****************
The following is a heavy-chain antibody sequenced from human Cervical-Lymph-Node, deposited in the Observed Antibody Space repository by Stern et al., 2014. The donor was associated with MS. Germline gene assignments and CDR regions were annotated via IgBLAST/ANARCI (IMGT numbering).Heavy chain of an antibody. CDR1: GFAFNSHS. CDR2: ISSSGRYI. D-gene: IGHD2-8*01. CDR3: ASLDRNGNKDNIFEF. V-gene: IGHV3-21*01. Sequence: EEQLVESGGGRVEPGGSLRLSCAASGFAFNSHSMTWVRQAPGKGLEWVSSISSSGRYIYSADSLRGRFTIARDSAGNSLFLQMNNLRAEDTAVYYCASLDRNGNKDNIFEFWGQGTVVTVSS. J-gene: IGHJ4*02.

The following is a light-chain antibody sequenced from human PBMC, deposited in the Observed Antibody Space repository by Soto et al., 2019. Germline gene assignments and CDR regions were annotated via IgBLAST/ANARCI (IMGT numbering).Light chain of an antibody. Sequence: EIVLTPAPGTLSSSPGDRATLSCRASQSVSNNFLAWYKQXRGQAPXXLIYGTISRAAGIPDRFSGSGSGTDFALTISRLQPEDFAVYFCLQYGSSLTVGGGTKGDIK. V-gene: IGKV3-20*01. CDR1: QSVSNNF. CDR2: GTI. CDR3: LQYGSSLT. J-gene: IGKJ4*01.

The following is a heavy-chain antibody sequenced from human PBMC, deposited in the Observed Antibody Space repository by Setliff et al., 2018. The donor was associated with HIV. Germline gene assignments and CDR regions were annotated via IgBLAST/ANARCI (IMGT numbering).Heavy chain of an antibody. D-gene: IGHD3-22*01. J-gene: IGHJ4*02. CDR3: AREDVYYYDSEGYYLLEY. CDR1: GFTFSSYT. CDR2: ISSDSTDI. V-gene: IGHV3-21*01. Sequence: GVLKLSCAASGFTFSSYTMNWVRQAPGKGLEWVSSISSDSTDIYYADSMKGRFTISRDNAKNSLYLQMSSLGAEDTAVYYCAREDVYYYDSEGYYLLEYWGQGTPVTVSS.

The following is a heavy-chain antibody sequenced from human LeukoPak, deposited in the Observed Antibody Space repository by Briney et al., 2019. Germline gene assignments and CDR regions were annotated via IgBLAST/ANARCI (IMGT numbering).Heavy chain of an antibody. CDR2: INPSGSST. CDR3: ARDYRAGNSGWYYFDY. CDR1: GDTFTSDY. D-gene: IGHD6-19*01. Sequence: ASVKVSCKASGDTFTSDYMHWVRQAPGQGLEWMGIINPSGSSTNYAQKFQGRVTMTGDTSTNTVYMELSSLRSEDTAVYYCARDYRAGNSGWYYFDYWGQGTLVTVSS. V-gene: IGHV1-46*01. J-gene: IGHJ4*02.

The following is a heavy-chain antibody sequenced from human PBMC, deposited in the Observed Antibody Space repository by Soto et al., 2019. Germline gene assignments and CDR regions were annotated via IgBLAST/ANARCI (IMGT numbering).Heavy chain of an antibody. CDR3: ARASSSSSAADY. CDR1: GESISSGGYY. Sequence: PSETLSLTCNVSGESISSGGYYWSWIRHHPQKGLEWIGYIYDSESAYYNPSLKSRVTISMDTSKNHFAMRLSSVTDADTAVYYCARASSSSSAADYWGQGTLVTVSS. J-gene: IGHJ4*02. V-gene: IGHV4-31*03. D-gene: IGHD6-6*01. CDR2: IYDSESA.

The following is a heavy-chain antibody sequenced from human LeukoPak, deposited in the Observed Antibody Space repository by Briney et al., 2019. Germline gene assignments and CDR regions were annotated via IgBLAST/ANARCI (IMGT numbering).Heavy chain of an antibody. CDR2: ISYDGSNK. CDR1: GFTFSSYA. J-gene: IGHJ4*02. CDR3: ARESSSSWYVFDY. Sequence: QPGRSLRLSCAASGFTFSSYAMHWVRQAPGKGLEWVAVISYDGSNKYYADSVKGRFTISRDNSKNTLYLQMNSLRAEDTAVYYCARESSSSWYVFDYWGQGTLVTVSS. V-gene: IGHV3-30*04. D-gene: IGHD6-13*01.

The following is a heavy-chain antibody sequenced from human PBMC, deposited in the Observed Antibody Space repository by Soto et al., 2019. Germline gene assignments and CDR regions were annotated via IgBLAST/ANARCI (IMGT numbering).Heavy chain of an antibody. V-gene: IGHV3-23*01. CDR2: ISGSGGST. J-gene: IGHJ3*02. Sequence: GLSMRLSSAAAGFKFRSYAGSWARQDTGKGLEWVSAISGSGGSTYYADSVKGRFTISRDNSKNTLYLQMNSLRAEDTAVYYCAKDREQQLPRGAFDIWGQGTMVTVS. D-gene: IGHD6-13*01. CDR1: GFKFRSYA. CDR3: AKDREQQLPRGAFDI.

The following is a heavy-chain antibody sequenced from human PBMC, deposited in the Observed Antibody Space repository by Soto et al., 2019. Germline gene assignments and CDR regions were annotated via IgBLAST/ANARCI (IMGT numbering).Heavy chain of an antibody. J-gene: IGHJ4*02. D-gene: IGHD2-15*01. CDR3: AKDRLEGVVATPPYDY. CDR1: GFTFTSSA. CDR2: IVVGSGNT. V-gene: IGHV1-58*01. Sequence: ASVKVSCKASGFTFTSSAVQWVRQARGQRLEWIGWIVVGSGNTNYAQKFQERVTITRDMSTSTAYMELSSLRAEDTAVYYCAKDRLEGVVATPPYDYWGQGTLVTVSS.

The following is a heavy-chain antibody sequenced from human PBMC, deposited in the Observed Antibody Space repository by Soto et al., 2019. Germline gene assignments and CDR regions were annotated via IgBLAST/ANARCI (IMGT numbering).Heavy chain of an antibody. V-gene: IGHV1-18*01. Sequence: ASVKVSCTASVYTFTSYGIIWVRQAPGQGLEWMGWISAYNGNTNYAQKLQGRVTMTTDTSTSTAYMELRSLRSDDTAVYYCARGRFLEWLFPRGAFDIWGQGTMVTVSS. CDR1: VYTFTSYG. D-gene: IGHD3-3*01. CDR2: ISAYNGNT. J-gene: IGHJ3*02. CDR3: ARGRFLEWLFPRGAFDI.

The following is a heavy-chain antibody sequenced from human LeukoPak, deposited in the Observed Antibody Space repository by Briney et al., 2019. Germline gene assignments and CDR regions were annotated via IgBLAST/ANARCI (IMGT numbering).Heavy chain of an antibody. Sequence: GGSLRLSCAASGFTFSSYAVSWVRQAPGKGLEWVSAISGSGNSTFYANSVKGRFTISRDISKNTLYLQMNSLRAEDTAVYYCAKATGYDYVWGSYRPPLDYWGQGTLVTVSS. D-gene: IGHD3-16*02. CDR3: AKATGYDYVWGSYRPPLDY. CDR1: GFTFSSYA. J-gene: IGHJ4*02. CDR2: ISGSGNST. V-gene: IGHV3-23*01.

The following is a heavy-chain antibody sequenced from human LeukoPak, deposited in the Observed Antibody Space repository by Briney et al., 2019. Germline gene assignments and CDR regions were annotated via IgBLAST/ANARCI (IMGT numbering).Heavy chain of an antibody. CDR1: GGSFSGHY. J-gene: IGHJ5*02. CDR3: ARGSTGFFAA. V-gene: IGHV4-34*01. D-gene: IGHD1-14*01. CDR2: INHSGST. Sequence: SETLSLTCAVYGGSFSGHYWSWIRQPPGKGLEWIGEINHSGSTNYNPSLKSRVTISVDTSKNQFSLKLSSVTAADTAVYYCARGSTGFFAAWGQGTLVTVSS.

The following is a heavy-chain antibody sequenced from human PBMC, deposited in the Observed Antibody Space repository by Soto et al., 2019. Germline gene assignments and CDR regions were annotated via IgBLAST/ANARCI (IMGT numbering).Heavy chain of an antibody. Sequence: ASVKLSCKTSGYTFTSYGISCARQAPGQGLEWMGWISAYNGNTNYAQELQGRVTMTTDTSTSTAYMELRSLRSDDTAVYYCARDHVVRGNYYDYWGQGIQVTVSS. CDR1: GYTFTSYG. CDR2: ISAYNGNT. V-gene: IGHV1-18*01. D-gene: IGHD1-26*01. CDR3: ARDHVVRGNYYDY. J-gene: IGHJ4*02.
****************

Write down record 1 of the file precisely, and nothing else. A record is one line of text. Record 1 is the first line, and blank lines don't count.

The following is a heavy-chain antibody sequenced from human Cervical-Lymph-Node, deposited in the Observed Antibody Space repository by Stern et al., 2014. The donor was associated with MS. Germline gene assignments and CDR regions were annotated via IgBLAST/ANARCI (IMGT numbering).Heavy chain of an antibody. CDR1: GFAFNSHS. CDR2: ISSSGRYI. D-gene: IGHD2-8*01. CDR3: ASLDRNGNKDNIFEF. V-gene: IGHV3-21*01. Sequence: EEQLVESGGGRVEPGGSLRLSCAASGFAFNSHSMTWVRQAPGKGLEWVSSISSSGRYIYSADSLRGRFTIARDSAGNSLFLQMNNLRAEDTAVYYCASLDRNGNKDNIFEFWGQGTVVTVSS. J-gene: IGHJ4*02.